425 F2d 1274 Sunbeam Corporation v. United States
425 F.2d 1274
SUNBEAM CORPORATION, Appellant,
The UNITED STATES, Appellee.
Patent Appeal No. 5360.
United States Court of Customs and Patent Appeals.
May 14, 1970.
Barnes, Richardson & Colburn, New York City, attorneys of record, for appellant, Joseph Schwartz, James S. O'Kelly, New York City, of counsel.
William D. Ruckelshaus, Asst. Atty. Gen., Andrew P. Vance, Chief, Customs Section, New York City, Susan C. Cassell, Dept. of Justice, Customs Section, New York City, for the United States.
Before WORLEY, Chief Judge, RICH, BALDWIN, LANE, Associate Judges, and MATTHEWS, Senior Judge, United States District Court for the District of Columbia, sitting by designation.
The importer appeals from the decision and judgment of the Customs Court, 62 Cust.Ct. 434, C.D. 3794 (1969), overruling its protest against the classification of imported soleplate and switch assemblies for electric dry irons. We affirm the judgment of the Customs Court.
The merchandise consists of assemblies used in the manufacture of household electric irons, each assembly consisting of a soleplate, in which is cast an electrically resistive wire for heating the soleplate, and a thermostatically controlled electrical switch for regulating the temperature of the soleplate. Other elements, including a handle, a control cam and lever, a control rod and an end assembly are required to make up the complete, operative iron.
The parties agree that the assemblies are not properly classifiable as electric flatirons under paragraph 339 of the Tariff Act of 1930, as modified by T.D. 52739. That paragraph contains no provision for parts.
The issue before us is whether the assemblies should be classified as "Articles having as an essential feature an electrical element or device," under paragraph 353 of the Act, as modified by T.D. 52739, as contended by appellant, or as "Articles or wares not specially provided for * * * composed wholly or in chief value of iron, steel, brass, bronze, zinc or aluminum * *," under paragraph 397, as modified by T.D. 54108, as classified by the collector, held by the Customs Court, and contended here by the Government.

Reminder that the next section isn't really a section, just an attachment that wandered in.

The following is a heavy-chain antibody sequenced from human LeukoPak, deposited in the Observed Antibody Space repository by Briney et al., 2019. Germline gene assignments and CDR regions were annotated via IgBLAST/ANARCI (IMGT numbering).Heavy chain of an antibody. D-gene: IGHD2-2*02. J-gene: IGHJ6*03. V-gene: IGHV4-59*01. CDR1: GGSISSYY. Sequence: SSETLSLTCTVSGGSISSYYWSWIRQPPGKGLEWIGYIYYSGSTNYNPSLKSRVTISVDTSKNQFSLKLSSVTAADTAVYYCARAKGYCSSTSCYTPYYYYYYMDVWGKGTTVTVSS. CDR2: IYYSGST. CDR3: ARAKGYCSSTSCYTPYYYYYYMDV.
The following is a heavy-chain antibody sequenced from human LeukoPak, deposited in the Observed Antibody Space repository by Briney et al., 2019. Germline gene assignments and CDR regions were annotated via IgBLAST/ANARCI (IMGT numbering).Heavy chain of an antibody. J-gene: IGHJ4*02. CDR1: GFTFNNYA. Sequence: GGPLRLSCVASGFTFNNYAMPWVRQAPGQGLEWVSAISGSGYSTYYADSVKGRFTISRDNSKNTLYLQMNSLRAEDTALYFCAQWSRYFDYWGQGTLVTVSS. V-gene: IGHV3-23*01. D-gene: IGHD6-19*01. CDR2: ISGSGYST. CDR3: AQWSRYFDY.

As we understand the opinion of the Customs Court, it did not hold that the assemblies were not "articles," but rather were not articles of the kind contemplated by paragraph 353. In any event, the determination of the meaning of "articles" per se is not necessary to our decision in this case. Accordingly, we shall not discuss the cases cited by both parties on the question of whether the assemblies are articles.
The Customs Court's holding that the items at bar were not articles of the kind contemplated by paragraph 353 was predicated on the court's belief, with which we agree, that the assemblies are not ejusdem generis with the articles listed in that paragraph as exemplars. The list appears in the following portion of the paragraph:
Articles having as an essential feature an electrical element or device, such as electric motors, fans, locomotives, portable tools, furnaces, heaters, ovens, ranges, washing machines, refrigerators, and signs, finished or unfinished, wholly or in chief value of metal and not specially provided for * * *.
Appellant contends that the doctrine of ejusdem generis was incorrectly applied by the court below, and cites United States v. S. P. Skinner Co., 46 CCPA 105, C.A.D. 708 (1959), in support of the proposition that, because of the disparate nature of the articles listed, the rule of ejusdem generis should be given a "liberal interpretation" when applied to paragraph 353. We agree with this proposition. Nevertheless, the list may not be disregarded entirely, since it was obviously included in the statute as an indication of congressional intent. The Customs Court found that all the exemplars possessed the common characteristic of being complete, ready-to-use items, which could not be said of the items at bar. Appellant correctly points out that the list includes "electric motors," which generally are not used alone but in conjunction with elements to be driven by the motors. We find, however, that a characteristic common to all the listed articles is that they are treated in commerce as separate entities. That cannot be said of the assemblies here, because the record shows that they were not generally sold by themselves except as replacement items for irons which had been in some way damaged. The assemblies are therefore not the kind of articles listed in paragraph 353. We conclude that the Customs Court's result in applying the terms of paragraph 353 to the items at bar was correct.
Appellant further contends that the legislative history of paragraph 353 shows a congressional intent to include in that provision articles of the type involved in this case. We disagree. The House and Senate report excerpts presented by appellant indicate only a congressional dissatisfaction with previous provisions relating to electric machines and an intent to group such machines with other, higher-duty items in section 353.
Finally, appellant contends that the collector's classification was inconsistent with a "change of practice" directive1 issued by the Bureau of Customs. This document directed customs officials to classify parts of electrical household utensils under paragraph 397 "except those parts which are classifiable under paragraph 353 as articles having as an essential feature an electrical element or device * * *." This may show that the Bureau believed incomplete items could be classified under paragraph 353, but, as pointed out above, our decision is not grounded on a distinction between parts and complete items.
We find no error in the decision of the Customs Court, and its judgment is affirmed.
T.D. 55353(1), 96 Treas.Dec. 119 (1961)